By Levi J Parsons
SYDNEY, Oct. 10 (Xinhua) -- With the United States widely expected to raise interest rates before the end of the year and the growing optimism surrounding the possibility of U.S. President Donald Trump administration's implementation of generous tax reform policy, many Australian economists are predicting the local currency will take a sharp dive against the greenback in the coming months.
However, Australia's largest financial institution, the Commonwealth Bank of Australia (CBA) sees things differently.
"We are taking the opposite view," CBA's senior currency strategist Elias Haddad told Xinhua on Tuesday.
"We actually believe the Australian dollar will rally toward 85 U.S. cents over the next 12 months."
While the U.S. dollar is anticipated to strengthen on the back of the Federal Reserve's potential December rate hike, Haddad explained that money markets have already priced in the increase.
"I think it's about 80 percent is priced in... so certainly in the short term higher interest rates will offer some support for the U.S. dollar, but it's unlikely going to be a material long term driver for the Australian dollar," he said.
During the month of July 2017, the Aussie dollar shot up 4.1 percent to reach a two year high, trading above 80 U.S. cents.
Since then however, a strengthening greenback and rising fears about Australia's surging household debt problem and low wage growth, have seen the local unit drop well below 78 U.S. cents and interest rates continue to hold at a record low of 1.5 percent.
"The Reserve Bank of Australia (RBA) has time to leave interest rates where it currently is right now," Haddad said.
"Australia's economy is doing fairly well and domestic demand is holding up fairly well, employment conditions are encouraging, so there is certainly scope at least in the near term for Australian rate expectations to adjust a little bit higher."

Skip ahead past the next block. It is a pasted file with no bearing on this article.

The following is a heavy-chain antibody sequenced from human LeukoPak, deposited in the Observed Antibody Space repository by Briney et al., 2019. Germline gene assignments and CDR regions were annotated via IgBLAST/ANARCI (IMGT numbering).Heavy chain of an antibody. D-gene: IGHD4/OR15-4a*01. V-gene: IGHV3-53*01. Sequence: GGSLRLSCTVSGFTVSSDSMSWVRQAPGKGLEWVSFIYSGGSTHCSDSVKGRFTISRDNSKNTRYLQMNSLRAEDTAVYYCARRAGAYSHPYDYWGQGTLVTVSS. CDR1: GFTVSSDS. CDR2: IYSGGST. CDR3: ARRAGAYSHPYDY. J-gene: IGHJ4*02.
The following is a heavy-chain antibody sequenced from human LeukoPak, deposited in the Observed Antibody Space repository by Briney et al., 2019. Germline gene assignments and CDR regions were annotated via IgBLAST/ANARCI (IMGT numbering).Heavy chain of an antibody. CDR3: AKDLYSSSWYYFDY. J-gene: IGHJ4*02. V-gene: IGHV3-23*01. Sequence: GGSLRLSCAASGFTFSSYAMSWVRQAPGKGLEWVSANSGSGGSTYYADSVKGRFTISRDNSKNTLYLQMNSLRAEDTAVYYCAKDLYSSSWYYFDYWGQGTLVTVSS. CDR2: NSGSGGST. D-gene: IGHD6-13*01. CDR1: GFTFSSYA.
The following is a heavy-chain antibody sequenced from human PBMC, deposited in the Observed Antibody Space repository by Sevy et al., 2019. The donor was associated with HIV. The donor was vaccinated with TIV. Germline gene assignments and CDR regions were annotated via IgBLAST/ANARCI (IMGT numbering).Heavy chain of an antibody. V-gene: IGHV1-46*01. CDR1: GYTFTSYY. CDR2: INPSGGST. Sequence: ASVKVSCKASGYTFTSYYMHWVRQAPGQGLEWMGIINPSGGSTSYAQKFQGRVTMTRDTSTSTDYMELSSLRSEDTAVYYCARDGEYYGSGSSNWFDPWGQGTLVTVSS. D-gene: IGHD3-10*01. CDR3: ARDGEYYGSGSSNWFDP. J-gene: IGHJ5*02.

The continuing improvement of Australia's current account balance, now narrowing toward 2 percent of GDP, could also be a major factor that helps raise the fundamental value of the Aussie dollar.
"We expect the RBA to begin lifting interest rates in November (next year) when the economy starts to improve and inflation pressures accelerate," Haddad said.
"As for the household debt issue, the RBA will let macro credential measures deal with this rather than trying to curtail the issue with monetary policy."
At the moment according to Haddad, broad based global growth is quickly gaining traction and Australia's largest trading partner China is continuing to develop rapidly.
For Australia's resource based economy, this trend will "continue to underpin commodity prices and will support Australia's terms of trade, which is also a supporting factor of the Australian dollar," Haddad said.
From a fundamental perspective, this should mean that the Aussie dollar will not be overvalued at 85 U.S. cents and rise in line with an improving Australian economic backdrop.
But a key risks that may change the CBA's bullish forecast is weather the Trump administration is able to introduce a tax reform package that aims to boost growth in the U.S.
"If we do indeed have those big and massive corporate tax cuts it will lead to an upward revision to U.S. interest rate expectations," Haddad said.
"It will also lead to an increase in foreign capital flows to the United States which would lead to broad based U.S. dollar strength."
"The legislative process, however, is still in its infancy at this stage, so we will have to wait for the negotiations between the various members of Congress and the administration officials to get a better idea."